Some say it all started on March 22, 1895, in Paris, at the "Society for the Development of the National Industry," in front of an audience of 200 people. A 50-second film of a train being pulled by a steam locomotive coming into the station was projected for the first time.
The screening ofThe Arrival of a Train at La Ciotat Station(English translation), by the Lumière brothers, is fabled to have caused such panic, that the audience became overwhelmed and ran screaming out of the room.
Although the Lumière brothers are not necessarily the inventors of moving pictures, they were the first to appreciate the power of it as a mass medium. They understood camera placement and angles, drama, and documentation. They called their movies “actuality film” – an early form of documentary. The 50-second duration of the film was dictated by the technical limitations of the filmstrip camera.
The technology of a medium influences how we receive it. Sitting in a movie theatre with 200 people, watching a train come towards you is very different than lying in bed watching Steven Colbert’s monologue from earlier that evening on your phone. And then sharing it on Facebook.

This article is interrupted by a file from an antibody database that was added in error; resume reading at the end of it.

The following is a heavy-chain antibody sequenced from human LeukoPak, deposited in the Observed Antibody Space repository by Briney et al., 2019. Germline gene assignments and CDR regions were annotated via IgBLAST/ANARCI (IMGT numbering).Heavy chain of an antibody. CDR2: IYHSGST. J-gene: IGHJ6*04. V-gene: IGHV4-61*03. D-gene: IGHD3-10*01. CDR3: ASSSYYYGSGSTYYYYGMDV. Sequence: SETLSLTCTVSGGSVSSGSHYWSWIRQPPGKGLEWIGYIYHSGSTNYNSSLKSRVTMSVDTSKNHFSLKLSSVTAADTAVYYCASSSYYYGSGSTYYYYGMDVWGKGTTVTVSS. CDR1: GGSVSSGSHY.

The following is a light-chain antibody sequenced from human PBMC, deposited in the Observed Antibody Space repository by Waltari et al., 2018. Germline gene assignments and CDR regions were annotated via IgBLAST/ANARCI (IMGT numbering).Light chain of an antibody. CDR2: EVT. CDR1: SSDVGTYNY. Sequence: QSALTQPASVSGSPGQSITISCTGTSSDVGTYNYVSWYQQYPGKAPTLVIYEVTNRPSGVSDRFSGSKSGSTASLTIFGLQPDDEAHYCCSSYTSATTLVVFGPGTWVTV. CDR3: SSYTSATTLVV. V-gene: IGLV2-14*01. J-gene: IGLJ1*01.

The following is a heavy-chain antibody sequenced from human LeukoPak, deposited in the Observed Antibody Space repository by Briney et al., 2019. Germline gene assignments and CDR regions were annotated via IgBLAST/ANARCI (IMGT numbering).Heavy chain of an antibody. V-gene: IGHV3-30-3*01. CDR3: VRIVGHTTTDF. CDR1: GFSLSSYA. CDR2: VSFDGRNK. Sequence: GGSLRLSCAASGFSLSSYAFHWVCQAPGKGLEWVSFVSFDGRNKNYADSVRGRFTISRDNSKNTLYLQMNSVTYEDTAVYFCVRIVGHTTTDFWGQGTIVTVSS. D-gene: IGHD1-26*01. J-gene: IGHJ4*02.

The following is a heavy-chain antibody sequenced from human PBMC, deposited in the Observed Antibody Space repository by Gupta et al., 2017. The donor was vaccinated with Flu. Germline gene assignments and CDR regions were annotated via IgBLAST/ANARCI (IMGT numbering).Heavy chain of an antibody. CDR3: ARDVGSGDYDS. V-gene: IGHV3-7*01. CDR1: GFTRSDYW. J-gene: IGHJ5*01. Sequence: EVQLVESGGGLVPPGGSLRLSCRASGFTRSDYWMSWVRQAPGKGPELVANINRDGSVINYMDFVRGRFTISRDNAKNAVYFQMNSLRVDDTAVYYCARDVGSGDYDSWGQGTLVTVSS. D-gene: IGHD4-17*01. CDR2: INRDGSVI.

The culture of our world exists as a series of discourses, stories, or memes. We filter those streams of information through a variety of situations. In his book, Bowling Alone, Robert Putnam mourned the reduction of in-person social interaction. He felt it resulted in the loss of all kinds of “membership benefits.” Social media attempts to bridge the gap electronically, but ultimately, gathering together in a physical space brings a kind of social cohesion that is otherwise missing.
You might expect this is the place where I will extol the virtues of attending Powell River Film Festival, and its ability to build social capital and help us face the oncoming train that is barreling down the track. Instead, I’ll let recent visiting director, Nettie Wild, reflect on her experience: “This festival is the best example of cinema becoming the village well.”
Movies are arguably the best storytelling medium there is. In programming the festival, we endeavour to connect local stories with stories from near and far through film. The impact of the shared event is undeniable – the Super Bowl, the Oscars, the Stanley Cup, a concert, or a film – they all have the power to bring us together. We gather to share our passion, our perspective, to root for the hero, and tremble just a little.
Gary Shilling, is the executive director of the PRFF and Friends of Film Society of Powell River